That’s her calling for Zhenya and getting Nadya. She lets her know that she knows exactly what’s going down and that she is not cool with it at all. Again, this woman is supposed to be…the villain? An inconvenient reality? I don’t know, but that is her, dressed for a proposal and coming to terms with the fact that her man is about to plow some other girl. I’ll tell you what, the movie told from her perspective sucks.
The next morning Nadya realizes, hey wait a tick. Maybe we shouldn’t have? (You probably shouldn’t have, you goddamn sewer rat). Ippolit actually shows up and seems like a changed man (drunk?). Tellingly, he seems happy. Well, Russian happy.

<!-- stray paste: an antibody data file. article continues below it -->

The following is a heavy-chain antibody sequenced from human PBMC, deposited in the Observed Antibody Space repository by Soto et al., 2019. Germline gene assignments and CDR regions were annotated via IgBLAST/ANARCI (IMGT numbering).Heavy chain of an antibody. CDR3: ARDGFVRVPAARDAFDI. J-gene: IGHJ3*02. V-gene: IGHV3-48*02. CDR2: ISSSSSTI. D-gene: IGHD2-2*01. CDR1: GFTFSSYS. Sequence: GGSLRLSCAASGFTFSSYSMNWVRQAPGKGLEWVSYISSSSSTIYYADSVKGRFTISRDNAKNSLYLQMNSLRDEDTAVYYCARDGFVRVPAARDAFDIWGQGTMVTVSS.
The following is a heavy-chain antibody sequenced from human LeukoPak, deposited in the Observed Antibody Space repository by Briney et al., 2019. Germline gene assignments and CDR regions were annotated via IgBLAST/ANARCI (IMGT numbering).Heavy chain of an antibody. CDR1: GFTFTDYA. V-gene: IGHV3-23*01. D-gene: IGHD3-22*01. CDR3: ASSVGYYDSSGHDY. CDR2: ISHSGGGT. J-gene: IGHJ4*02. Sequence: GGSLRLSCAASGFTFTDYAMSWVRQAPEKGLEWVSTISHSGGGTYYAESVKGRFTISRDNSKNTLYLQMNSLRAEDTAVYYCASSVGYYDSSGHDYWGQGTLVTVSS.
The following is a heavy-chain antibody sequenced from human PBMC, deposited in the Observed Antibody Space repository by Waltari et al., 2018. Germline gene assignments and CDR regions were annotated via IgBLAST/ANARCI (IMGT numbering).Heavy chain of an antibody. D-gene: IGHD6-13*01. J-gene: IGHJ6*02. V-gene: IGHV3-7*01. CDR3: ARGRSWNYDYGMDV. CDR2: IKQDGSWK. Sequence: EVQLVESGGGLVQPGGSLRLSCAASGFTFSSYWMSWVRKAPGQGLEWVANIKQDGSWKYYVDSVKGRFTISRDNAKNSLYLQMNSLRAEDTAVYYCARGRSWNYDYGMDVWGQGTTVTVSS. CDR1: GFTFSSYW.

Maybe he’s fine with losing Nadya. Maybe he’s cracking up. But he gives his blessing and moves on. Then Zhenya goes home. But then Nadya says “But maybe it is love.” And she flies down to Moscow, presumably to live with Zhenya for ever and ever, until somebody is inevitably fingered as a dissident and sent to a goddamn gulag. Of course there is the matter of impressing Zhenya’s mother, who lives in the same building (Apartment? I can’t remember off hand). Zhenya’s mom quickly realizes that Nadya is in fact, hotter than Galya. That’s about all that she needs. She’s in. Zhenya’s mom is not much of a hurdle. My own in laws were relatively easy to please, but they didn’t just let me into their family after a three minute conversation. I had to prove myself at least a little. This woman wanted her son to marry that nice girl Galya, found out that wasn’t happening, and moved right on to this new girl, who she knows nothing about instantly. Why is this woman a character to begin with? What tension does she bring to the movie? Is she simply there to vouch for their decision, so that we the audience don’t look at these people like irresponsible dopes? Because I think that’s all that she does.